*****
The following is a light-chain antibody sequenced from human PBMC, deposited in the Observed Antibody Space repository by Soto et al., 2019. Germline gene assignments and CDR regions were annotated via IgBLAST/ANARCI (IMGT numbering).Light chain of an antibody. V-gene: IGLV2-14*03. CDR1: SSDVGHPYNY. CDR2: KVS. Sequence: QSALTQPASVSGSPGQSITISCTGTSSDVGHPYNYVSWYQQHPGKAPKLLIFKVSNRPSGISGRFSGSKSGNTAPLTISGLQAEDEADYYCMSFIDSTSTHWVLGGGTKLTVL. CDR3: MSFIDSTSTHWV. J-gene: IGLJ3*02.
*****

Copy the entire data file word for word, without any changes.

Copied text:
The following is a light-chain antibody sequenced from human PBMC, deposited in the Observed Antibody Space repository by Soto et al., 2019. Germline gene assignments and CDR regions were annotated via IgBLAST/ANARCI (IMGT numbering).Light chain of an antibody. V-gene: IGLV2-14*03. CDR1: SSDVGHPYNY. CDR2: KVS. Sequence: QSALTQPASVSGSPGQSITISCTGTSSDVGHPYNYVSWYQQHPGKAPKLLIFKVSNRPSGISGRFSGSKSGNTAPLTISGLQAEDEADYYCMSFIDSTSTHWVLGGGTKLTVL. CDR3: MSFIDSTSTHWV. J-gene: IGLJ3*02.